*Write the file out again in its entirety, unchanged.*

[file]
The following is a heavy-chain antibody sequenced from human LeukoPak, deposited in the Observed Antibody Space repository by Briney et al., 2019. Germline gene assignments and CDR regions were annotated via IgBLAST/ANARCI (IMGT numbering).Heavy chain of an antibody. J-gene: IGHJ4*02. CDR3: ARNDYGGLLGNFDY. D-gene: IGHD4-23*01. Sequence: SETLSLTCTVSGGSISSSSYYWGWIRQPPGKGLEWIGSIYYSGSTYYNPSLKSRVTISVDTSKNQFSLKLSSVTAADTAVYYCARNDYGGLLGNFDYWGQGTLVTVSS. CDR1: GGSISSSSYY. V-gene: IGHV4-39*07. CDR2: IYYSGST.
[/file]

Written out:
The following is a heavy-chain antibody sequenced from human LeukoPak, deposited in the Observed Antibody Space repository by Briney et al., 2019. Germline gene assignments and CDR regions were annotated via IgBLAST/ANARCI (IMGT numbering).Heavy chain of an antibody. J-gene: IGHJ4*02. CDR3: ARNDYGGLLGNFDY. D-gene: IGHD4-23*01. Sequence: SETLSLTCTVSGGSISSSSYYWGWIRQPPGKGLEWIGSIYYSGSTYYNPSLKSRVTISVDTSKNQFSLKLSSVTAADTAVYYCARNDYGGLLGNFDYWGQGTLVTVSS. CDR1: GGSISSSSYY. V-gene: IGHV4-39*07. CDR2: IYYSGST.